Pikas Can Run But Not Hide From Climate Change
You’re adorable but you will die if the temperature rises much above 80°F. So climate change is a big deal in your world, which just happens to be high mountain peaks. Who are you? You are the American pika, a small member of the rabbit family that the California Dept. of Fish and Game has…
You’re adorable but you will die if the temperature rises much above 80°F. So climate change is a big deal in your world, which just happens to be high mountain peaks. Who are you?
You are the American pika, a small member of the rabbit family that the California Dept. of Fish and Game has agreed to designate as a candidate for protection under the California Endangered Species Act (ESA). It’s the first step towards full protection in the state. The DFG is now seeking public comment on a proposal to list the pika as an endangered or threatened species.
Back in February 2010, the pika population was denied ESA protections by the U.S. Fish and Wildlife Service. Also, California denied a petition for ESA protections brought about by the Center for Biological Diversity and Earthjustice. The state reconsidered when CBD and Earthjustice sued in 2009.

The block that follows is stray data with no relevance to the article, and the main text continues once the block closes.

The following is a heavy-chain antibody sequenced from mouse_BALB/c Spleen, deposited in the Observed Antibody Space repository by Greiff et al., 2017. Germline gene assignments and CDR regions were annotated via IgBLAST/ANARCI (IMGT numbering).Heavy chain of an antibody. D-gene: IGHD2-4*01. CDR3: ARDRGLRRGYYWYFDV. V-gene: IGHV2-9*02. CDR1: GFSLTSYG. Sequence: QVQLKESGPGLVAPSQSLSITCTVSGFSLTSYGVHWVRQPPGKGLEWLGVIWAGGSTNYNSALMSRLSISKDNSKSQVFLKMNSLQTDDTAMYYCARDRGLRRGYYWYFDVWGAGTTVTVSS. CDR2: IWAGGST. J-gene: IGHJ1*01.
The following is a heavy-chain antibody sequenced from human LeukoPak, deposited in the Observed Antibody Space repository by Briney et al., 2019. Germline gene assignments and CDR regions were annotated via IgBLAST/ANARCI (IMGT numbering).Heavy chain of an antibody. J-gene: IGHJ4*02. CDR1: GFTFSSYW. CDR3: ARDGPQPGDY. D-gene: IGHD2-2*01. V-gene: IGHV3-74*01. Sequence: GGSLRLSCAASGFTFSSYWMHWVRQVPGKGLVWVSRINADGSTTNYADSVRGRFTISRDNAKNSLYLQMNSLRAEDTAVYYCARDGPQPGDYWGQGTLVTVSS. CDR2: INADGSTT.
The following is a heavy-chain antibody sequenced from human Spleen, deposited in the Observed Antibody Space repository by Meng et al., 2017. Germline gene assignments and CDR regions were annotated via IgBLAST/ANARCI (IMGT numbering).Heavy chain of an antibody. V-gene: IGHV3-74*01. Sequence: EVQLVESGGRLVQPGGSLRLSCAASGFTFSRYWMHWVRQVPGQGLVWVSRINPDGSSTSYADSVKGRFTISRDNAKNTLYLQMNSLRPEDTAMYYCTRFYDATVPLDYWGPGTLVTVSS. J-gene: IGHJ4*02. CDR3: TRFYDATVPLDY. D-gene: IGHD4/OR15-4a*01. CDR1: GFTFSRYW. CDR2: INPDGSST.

Since 2007, evidence has grown, showing that the pika is threatened by climate change. Rising temperatures have mostly driven pikas from warmer, lower-elevation regions of California, including the Bodie Hills of the eastern Sierra Nevada and the Lassen region of northern California. Pika populations in the Great Basin mountains of Nevada and southern Oregon are also shifting rapidly to higher elevations.
These losses and relocations have been linked to rising temperatures and loss of snowpack due to climate change. Three separate studies found that global warming will virtually eliminate habitat for the pika in California in this century if greenhouse gas emissions are not drastically reduced.
Earthjustice will remain tenacious in protecting the pika and fighting the causes of climate change. Your comments asking that the pika be protected can be submitted by email to firstname.lastname@example.org.
Kari Birdseye worked at Earthjustice from 2011–2016, as a national press secretary and on advocacy campaigns protecting our health and the environment from the impacts of pesticides and toxic chemicals.
The California Regional Office fights for the rights of all to a healthy environment regardless of where in the state they live; we fight to protect the magnificent natural spaces and wildlife found in California; and we fight to transition California to a zero-emissions future where cars, trucks, buildings, and power plants run on clean energy, not fossil fuels.